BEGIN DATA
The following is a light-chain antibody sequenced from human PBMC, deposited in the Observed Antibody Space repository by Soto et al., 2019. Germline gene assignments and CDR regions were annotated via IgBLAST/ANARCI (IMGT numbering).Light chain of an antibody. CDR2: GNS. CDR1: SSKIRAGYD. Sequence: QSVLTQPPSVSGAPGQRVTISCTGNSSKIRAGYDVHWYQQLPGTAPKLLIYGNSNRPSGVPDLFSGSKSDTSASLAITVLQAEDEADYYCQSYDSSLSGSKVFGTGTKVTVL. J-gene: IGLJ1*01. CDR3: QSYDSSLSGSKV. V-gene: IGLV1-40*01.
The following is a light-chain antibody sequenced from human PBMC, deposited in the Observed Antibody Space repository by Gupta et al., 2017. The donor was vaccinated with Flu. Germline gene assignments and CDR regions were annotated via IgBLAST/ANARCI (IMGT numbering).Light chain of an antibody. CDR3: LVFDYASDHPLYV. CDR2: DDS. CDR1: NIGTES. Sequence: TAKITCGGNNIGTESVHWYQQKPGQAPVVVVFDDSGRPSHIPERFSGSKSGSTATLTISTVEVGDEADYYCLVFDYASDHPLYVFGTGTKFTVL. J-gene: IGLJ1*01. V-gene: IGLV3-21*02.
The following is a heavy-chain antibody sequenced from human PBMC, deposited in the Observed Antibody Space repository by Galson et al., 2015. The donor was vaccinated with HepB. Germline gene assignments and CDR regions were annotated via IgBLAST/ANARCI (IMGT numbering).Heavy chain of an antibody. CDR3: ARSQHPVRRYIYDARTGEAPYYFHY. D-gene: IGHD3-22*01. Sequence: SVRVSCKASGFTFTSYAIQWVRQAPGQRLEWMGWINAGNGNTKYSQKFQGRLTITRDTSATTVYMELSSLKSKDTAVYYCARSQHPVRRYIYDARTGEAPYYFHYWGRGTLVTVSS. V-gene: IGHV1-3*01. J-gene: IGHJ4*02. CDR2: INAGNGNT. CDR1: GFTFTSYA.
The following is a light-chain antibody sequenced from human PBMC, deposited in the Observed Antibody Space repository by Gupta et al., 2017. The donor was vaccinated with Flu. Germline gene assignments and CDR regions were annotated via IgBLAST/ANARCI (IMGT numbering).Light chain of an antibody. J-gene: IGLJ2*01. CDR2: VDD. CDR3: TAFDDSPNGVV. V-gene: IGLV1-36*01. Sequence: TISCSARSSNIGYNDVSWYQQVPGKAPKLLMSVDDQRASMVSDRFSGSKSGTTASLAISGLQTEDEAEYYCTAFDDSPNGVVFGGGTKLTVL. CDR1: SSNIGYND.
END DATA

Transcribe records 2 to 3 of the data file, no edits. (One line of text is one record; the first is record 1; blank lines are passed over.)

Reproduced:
The following is a light-chain antibody sequenced from human PBMC, deposited in the Observed Antibody Space repository by Gupta et al., 2017. The donor was vaccinated with Flu. Germline gene assignments and CDR regions were annotated via IgBLAST/ANARCI (IMGT numbering).Light chain of an antibody. CDR3: LVFDYASDHPLYV. CDR2: DDS. CDR1: NIGTES. Sequence: TAKITCGGNNIGTESVHWYQQKPGQAPVVVVFDDSGRPSHIPERFSGSKSGSTATLTISTVEVGDEADYYCLVFDYASDHPLYVFGTGTKFTVL. J-gene: IGLJ1*01. V-gene: IGLV3-21*02.
The following is a heavy-chain antibody sequenced from human PBMC, deposited in the Observed Antibody Space repository by Galson et al., 2015. The donor was vaccinated with HepB. Germline gene assignments and CDR regions were annotated via IgBLAST/ANARCI (IMGT numbering).Heavy chain of an antibody. CDR3: ARSQHPVRRYIYDARTGEAPYYFHY. D-gene: IGHD3-22*01. Sequence: SVRVSCKASGFTFTSYAIQWVRQAPGQRLEWMGWINAGNGNTKYSQKFQGRLTITRDTSATTVYMELSSLKSKDTAVYYCARSQHPVRRYIYDARTGEAPYYFHYWGRGTLVTVSS. V-gene: IGHV1-3*01. J-gene: IGHJ4*02. CDR2: INAGNGNT. CDR1: GFTFTSYA.